Wolfe leaned back and let his eyes open to more than slits. "It offers," he said like a lecturer, "a remarkable field for speculation. What, for instance, made you suspect that his suicide was a fake? Possibly you were as well acquainted with his character as he was with yours, and you knew it was extremely improbable that he could jump into a geyser with no clothes on. Indeed, there are few men who could. In any case, he was right about you; you did not forget or abandon your intention. It would have been dangerous to hire someone to find him and if you undertook it yourself it might have taken years. You decided to coax him out. You went to Florida on a fishing trip with your nephew, and you arranged with him to stage a drowning for you. Another speculation: how much did you tell him? Did yuou have to let him in--"


It was Bernard. He was out of his chair, but not to confront his uncle or to bear down on Wolfe. He had turned to where Cynthia's new position had put her in his rear, and his explosion was for her.

"Get this straight, Cynthia," he told her. "I'm not trying any scuttle or any sneak, and whatever he has done that's up to him with no pushes from me, but his is my part and you've got to have it straight!" He wheeled to his uncle. "You told me that someone had it in for you and your life was in danger. You said nothing about Paul Nieder, and of course I thought he was dead. You said that your '

supposed death would force this person to take certain steps and the situation would soon be changed so that you could reappear. For all I know, that's how it was. I don't know." He turned back to Cynthia. "I don't know anything, except that I'm damned if I'm going to have you listen to insinuations that I'm mixed up in this."

"Shut up and sit down," his uncle told him.

Bernard wheeled again. Wolfe nodded at him. "Thank you, sir, for relieving us of that speculation. There are plenty left." He looked at Jean. "For example, at that encounter with your disguised former partner, wherever it was and however it came about, did you two arrange meet Tuesday evening at your place of business to discuss matters and reach an understanding? It must have been an interesting meeting, with him thinking you dead and there, with his mutilated face, on the floor of his own office, or were you afraid to postpone it even for an hour for fear he would disclose himself to Miss Nieder or Mr. Demarest, and so increase your risk? And why on earth did you jab that thing at him more than a dozen times? Were you hysterical? Surely you didn't prevent his being identified, with everyone thinking him dead long ago.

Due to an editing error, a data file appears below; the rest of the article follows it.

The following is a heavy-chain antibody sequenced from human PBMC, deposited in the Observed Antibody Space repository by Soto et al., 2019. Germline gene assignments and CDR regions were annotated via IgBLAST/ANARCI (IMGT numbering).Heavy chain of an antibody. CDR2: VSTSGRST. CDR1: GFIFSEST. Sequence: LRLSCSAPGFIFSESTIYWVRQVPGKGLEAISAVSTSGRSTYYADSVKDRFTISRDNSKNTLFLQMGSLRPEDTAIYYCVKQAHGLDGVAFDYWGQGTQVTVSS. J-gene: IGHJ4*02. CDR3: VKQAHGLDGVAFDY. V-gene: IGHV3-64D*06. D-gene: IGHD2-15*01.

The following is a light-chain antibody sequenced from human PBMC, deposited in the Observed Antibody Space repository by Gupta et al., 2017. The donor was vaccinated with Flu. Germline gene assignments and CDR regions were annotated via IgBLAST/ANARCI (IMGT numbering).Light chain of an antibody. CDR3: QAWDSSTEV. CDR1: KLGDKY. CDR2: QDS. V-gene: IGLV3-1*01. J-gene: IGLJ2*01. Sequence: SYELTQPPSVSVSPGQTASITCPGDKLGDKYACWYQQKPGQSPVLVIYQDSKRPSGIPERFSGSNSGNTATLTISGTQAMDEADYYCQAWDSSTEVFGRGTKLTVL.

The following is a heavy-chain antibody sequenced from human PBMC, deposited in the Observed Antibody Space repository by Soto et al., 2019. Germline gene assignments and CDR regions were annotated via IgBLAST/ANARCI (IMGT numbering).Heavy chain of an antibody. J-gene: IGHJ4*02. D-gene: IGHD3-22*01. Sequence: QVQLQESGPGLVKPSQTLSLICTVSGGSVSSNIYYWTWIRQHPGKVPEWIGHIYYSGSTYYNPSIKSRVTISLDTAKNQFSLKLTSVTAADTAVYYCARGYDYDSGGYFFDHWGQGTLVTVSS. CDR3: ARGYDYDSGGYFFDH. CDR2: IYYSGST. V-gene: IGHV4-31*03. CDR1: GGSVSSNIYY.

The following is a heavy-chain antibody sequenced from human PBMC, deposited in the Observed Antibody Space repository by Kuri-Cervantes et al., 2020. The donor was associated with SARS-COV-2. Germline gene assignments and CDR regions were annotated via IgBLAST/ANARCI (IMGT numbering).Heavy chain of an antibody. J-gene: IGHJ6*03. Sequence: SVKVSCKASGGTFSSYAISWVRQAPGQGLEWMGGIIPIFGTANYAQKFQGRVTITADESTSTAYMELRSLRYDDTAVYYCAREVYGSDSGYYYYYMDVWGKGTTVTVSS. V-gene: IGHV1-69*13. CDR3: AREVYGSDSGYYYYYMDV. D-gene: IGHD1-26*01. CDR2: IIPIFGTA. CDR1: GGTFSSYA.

"It was a wolf tearing a carcass into pieces," Polly Zarella declared emphatically.

"Perhaps." Wolfe's shoulders went up a quarter of an prevent inch and down again. "You can have him, Mr. Cramer. I'm through with him.

Cramer was scowling. "I could use some more facts."

"Bah." Wolfe resented it. "What more do you want? You saw his face; you are seeing it now, with all the time he's had to arrange it. I phoned you that he would be here for you, and there he is. I've done my part and you can do yours. He got into that building last night and out again,and was not invisible. That's really all you need."

Cramer arose. Purley Stebbins was already up.

"One thing I need," said Cramer, stepping to the desk, "is that letter Nieder wrote." He extended a hand. "There in your breast pocket."

Wolfe shook his head. "I'll keep that--or rather, I'll destroy it. It's mine."

"Like hell it isl"

"Certainly it is. It's in my handwriting. I wrote it while Archie was going for him--with Mr. Demarest's help. You won't need it. Just take him out of here and get to work."


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For my own satisfaction I have got to add that that was one time Wolfe outsmarted himself. Not far from the top of the list of the things he abhors is being a witness at a trial, and ordinarily he takes good care to handle things so that he won't get a subpoena. But only last week I had the pleasure of sitting in the courtroom and watching him--and listening to him--in the witness chair. The District Attorney wasn't any too sure of his case, and on this one Wolfe couldn't shake him loose. It was a good thing for Cynthia that Wolfe didn't know that would happen at the time we sent her a bill, or she might have had to hock her half of the business to pay it. Wolfe got sore about it all over again just yesterday morning, when the paper informed him that the jury had stayed out only two hours and forty minutes before bringing in a first-degree verdict. That proved, he claimed, that his testimony hadn't been needed.

The owners of Daumery and Nieder tell me that not only will I be welcome at any of their shows, front row seat, but also that any number I want to pick will be sent with their compliments to any name and address I choose. I thought Cynthia understood me better than that. Women just don't give a damn. I suppose in a month or so she'll be light-heartedly sending me an invitation to the wedding.